At this point, we’ve seen enough of this Kentucky men’s basketball team to know it is what it is, a team that continues to come up small in big games.
Tuesday night was a big game. Kentucky vs. Arkansas. Two teams with similar regular-season resumes. Two bubble teams battling to play their way into the NCAA Tournament. The Razorbacks rose to the occasion. The Wildcats wilted. Final: Arkansas 88, Kentucky 73.
I know, I know, there is that outlier, the Wildcats’ 63-56 win at then fifth-ranked Tennessee back on Jan. 14. Considering Tuesday’s loss dropped Kentucky to 1-7 in Quad 1 games and 41st in the NCAA NET rankings, hindsight tells us that Saturday in Knoxville had more to do with what Tennessee didn’t do than what Kentucky did do.
Consider Kentucky’s results in other marquee matchups. Michigan State in the Champions Classic. Double-overtime loss. Gonzaga in Spokane. A 16-point loss. UCLA in New York. A 10-point loss. Missouri in Columbia. A 14-point loss. Alabama in Tuscaloosa. A 26-point loss. Kansas at Rupp. A nine-point loss. The Razorbacks in Rupp. A 15-point loss.
The latter was a one-point game at halftime. Despite UK Coach John Calipari spending the first 20 minutes ranting at the refs — the only thing keeping Cal from an ejection was UK assistant coach Orlando Antigua’s yeoman’s job boxing out his boss from the officials — the home team trailed just 41-40 at the break.
Arkansas then opened the second half with three straight baskets. Two were breakaway dunks off UK turnovers. A snowball quickly became an avalanche. With 6:39 left, Arkansas led 72-58 as UK fans flooded the exits. Past their bedtimes. By half’s end, the Razorbacks had shot a ridiculous 72 percent.
“Come on,” Calipari said afterward. “We’re a pretty good defensive team, but we weren’t tonight.”
Is Kentucky a pretty good defensive team? The numbers disagree. Arkansas shot 62.7 percent from the field for the game, the highest percentage by a UK opponent in the Calipari era. The Razorbacks averaged a boisterous 1.306 points per possession, dropping UK to 89th in kenpom’s adjusted defensive efficiency rating.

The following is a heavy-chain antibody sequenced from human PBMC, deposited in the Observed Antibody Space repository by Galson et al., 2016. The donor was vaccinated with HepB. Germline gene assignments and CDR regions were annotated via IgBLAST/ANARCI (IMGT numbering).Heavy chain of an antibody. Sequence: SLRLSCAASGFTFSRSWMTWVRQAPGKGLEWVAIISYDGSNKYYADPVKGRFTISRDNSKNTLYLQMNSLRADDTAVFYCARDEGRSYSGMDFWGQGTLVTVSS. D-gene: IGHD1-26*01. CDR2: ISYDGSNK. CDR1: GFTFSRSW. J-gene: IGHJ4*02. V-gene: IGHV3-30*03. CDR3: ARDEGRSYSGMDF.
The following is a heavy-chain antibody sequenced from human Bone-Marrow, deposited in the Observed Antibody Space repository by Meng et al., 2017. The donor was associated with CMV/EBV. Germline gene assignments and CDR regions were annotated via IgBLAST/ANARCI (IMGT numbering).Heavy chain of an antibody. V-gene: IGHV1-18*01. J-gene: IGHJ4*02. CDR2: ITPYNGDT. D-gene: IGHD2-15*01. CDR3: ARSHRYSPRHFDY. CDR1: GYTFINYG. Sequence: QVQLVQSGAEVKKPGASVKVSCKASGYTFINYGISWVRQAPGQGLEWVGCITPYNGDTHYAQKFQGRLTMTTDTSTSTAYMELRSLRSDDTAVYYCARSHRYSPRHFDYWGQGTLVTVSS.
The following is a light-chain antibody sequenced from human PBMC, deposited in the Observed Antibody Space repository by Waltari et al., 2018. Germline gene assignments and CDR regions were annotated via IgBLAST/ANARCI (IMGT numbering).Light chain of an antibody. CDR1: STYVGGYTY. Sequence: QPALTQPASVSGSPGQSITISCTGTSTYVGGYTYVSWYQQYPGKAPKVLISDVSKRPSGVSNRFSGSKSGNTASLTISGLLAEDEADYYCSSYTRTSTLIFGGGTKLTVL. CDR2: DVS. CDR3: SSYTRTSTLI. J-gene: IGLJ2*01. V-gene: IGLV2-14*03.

Regardless of what you may think of Eric Musselman, the man can coach. Since arriving in Arkansas, he’s 15-1 in February games. He’s the first Razorbacks coach to win back-to-back games at Rupp. He knows how to find an opponent’s weakness and exploit that weakness.
For instance, Arkansas joined the increasing number who have cracked the Oscar Tshiebwe code. Last season’s national player of the year missed 12 of 14 shots against Florida last Saturday. Arkansas limited UK’s 6-foot-9 center to seven points and seven rebounds. There were times Tuesday you forgot Tshiebwe was even in the game.
Meanwhile, at the offensive end, time and again Arkansas drove to the basket and scored without much resistance from a UK defender. At one point, a flabbergasted Antigua nearly fell over in his chair as Arkansas’ Davonte Davis drove unchallenged for an easy layup.
“They got downhill on us,” was UK freshman Chris Livingston’s description.
Calipari: “Our rim protection was awful. I couldn’t get our guys to body-up.”
Time now to man-up. Past time, actually. Bludgeoned at Bama, the shaken Cats suffered that embarrassing home loss to lowly South Carolina. They can’t let that happen Saturday against a reeling Georgia in Athens. Next Wednesday’s date with Mississippi State in Starkvegas will be no picnic. On Feb. 18, a revenge-minded Tennessee visits Rupp. Another big game.
Could Kentucky catch fire and make an NCAA Tournament run, a la North Carolina a year ago. It’s possible, not probable. For one thing, Calipari’s club is now 16-8 overall, 7-4 in the SEC. It’s in clear danger of not hearing its name called on Selection Sunday.
After all, by this point, we’ve seen enough of what we’ve seen to know what we know. This Kentucky team is just another team, good against average opponents, not good enough against better ones. Can it find a way to pull itself up off the mat and change our minds? We shall see.